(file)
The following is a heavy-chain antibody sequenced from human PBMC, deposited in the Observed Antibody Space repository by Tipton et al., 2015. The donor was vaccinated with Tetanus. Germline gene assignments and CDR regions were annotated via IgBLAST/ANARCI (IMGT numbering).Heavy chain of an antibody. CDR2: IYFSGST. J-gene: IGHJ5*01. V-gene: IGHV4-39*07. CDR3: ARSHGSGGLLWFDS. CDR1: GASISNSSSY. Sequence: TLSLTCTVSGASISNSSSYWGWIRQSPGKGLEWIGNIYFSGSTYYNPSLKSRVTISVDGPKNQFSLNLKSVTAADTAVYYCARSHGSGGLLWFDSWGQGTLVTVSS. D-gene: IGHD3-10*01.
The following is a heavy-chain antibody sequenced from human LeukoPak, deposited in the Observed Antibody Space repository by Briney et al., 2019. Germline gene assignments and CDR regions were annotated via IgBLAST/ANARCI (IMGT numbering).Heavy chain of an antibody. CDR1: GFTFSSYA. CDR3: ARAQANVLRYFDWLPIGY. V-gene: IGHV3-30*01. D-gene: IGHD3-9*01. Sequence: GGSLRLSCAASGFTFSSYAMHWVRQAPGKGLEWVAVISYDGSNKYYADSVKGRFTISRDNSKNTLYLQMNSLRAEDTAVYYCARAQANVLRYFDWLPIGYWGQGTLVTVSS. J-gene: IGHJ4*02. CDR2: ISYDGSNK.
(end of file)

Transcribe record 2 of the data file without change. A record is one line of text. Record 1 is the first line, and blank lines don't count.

The following is a heavy-chain antibody sequenced from human LeukoPak, deposited in the Observed Antibody Space repository by Briney et al., 2019. Germline gene assignments and CDR regions were annotated via IgBLAST/ANARCI (IMGT numbering).Heavy chain of an antibody. CDR1: GFTFSSYA. CDR3: ARAQANVLRYFDWLPIGY. V-gene: IGHV3-30*01. D-gene: IGHD3-9*01. Sequence: GGSLRLSCAASGFTFSSYAMHWVRQAPGKGLEWVAVISYDGSNKYYADSVKGRFTISRDNSKNTLYLQMNSLRAEDTAVYYCARAQANVLRYFDWLPIGYWGQGTLVTVSS. J-gene: IGHJ4*02. CDR2: ISYDGSNK.